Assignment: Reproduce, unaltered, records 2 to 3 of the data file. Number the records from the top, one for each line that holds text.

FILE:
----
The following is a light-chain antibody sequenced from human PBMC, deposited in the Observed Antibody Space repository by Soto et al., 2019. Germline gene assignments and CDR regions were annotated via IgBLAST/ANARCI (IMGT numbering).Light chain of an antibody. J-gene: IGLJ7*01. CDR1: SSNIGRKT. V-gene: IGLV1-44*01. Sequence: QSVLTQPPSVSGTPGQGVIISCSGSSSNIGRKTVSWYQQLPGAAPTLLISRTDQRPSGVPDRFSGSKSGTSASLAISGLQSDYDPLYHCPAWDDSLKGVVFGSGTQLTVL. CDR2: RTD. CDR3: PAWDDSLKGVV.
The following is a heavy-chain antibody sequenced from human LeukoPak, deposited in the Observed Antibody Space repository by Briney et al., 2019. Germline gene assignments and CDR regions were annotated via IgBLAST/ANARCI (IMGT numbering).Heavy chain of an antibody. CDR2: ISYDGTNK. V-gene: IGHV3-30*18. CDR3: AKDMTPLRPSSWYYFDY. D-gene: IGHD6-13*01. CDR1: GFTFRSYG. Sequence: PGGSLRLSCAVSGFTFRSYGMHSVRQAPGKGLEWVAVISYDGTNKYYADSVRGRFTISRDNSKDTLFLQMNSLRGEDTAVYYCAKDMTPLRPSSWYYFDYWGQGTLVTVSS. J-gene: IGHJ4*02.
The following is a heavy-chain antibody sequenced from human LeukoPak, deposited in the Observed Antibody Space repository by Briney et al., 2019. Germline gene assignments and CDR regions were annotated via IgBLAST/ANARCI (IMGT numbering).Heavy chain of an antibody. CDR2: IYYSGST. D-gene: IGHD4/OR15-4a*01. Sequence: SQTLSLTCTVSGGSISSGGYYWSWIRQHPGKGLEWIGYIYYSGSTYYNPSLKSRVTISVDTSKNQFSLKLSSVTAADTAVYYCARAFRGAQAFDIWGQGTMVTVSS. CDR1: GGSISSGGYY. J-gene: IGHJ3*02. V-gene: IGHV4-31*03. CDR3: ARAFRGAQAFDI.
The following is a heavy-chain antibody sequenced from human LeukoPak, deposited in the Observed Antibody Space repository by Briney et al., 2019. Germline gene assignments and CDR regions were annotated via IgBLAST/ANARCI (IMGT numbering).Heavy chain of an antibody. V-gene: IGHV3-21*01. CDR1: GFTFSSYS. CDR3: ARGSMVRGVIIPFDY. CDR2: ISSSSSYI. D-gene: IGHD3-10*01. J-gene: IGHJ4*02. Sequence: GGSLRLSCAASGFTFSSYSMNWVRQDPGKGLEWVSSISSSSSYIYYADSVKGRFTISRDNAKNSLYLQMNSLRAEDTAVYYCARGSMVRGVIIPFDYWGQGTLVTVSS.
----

The following is a heavy-chain antibody sequenced from human LeukoPak, deposited in the Observed Antibody Space repository by Briney et al., 2019. Germline gene assignments and CDR regions were annotated via IgBLAST/ANARCI (IMGT numbering).Heavy chain of an antibody. CDR2: ISYDGTNK. V-gene: IGHV3-30*18. CDR3: AKDMTPLRPSSWYYFDY. D-gene: IGHD6-13*01. CDR1: GFTFRSYG. Sequence: PGGSLRLSCAVSGFTFRSYGMHSVRQAPGKGLEWVAVISYDGTNKYYADSVRGRFTISRDNSKDTLFLQMNSLRGEDTAVYYCAKDMTPLRPSSWYYFDYWGQGTLVTVSS. J-gene: IGHJ4*02.
The following is a heavy-chain antibody sequenced from human LeukoPak, deposited in the Observed Antibody Space repository by Briney et al., 2019. Germline gene assignments and CDR regions were annotated via IgBLAST/ANARCI (IMGT numbering).Heavy chain of an antibody. CDR2: IYYSGST. D-gene: IGHD4/OR15-4a*01. Sequence: SQTLSLTCTVSGGSISSGGYYWSWIRQHPGKGLEWIGYIYYSGSTYYNPSLKSRVTISVDTSKNQFSLKLSSVTAADTAVYYCARAFRGAQAFDIWGQGTMVTVSS. CDR1: GGSISSGGYY. J-gene: IGHJ3*02. V-gene: IGHV4-31*03. CDR3: ARAFRGAQAFDI.